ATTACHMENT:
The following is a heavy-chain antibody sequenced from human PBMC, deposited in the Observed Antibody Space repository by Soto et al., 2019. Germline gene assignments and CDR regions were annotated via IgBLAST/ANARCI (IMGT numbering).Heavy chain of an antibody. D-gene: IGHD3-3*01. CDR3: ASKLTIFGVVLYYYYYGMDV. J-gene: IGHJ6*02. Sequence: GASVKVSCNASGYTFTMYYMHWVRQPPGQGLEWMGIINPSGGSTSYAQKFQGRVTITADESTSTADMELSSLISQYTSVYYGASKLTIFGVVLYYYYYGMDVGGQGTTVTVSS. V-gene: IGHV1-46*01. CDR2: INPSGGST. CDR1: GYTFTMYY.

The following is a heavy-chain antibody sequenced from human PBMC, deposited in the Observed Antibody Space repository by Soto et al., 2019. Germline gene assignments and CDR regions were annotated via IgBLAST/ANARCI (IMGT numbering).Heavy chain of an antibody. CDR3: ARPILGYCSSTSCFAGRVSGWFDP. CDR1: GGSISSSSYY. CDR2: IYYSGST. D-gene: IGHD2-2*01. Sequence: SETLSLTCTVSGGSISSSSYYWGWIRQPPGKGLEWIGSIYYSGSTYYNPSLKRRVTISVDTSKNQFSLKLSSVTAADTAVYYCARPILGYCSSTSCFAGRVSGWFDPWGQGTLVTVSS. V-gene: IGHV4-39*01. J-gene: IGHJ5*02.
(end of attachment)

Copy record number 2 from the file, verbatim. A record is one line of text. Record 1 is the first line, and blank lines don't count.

The following is a heavy-chain antibody sequenced from human PBMC, deposited in the Observed Antibody Space repository by Soto et al., 2019. Germline gene assignments and CDR regions were annotated via IgBLAST/ANARCI (IMGT numbering).Heavy chain of an antibody. CDR3: ARPILGYCSSTSCFAGRVSGWFDP. CDR1: GGSISSSSYY. CDR2: IYYSGST. D-gene: IGHD2-2*01. Sequence: SETLSLTCTVSGGSISSSSYYWGWIRQPPGKGLEWIGSIYYSGSTYYNPSLKRRVTISVDTSKNQFSLKLSSVTAADTAVYYCARPILGYCSSTSCFAGRVSGWFDPWGQGTLVTVSS. V-gene: IGHV4-39*01. J-gene: IGHJ5*02.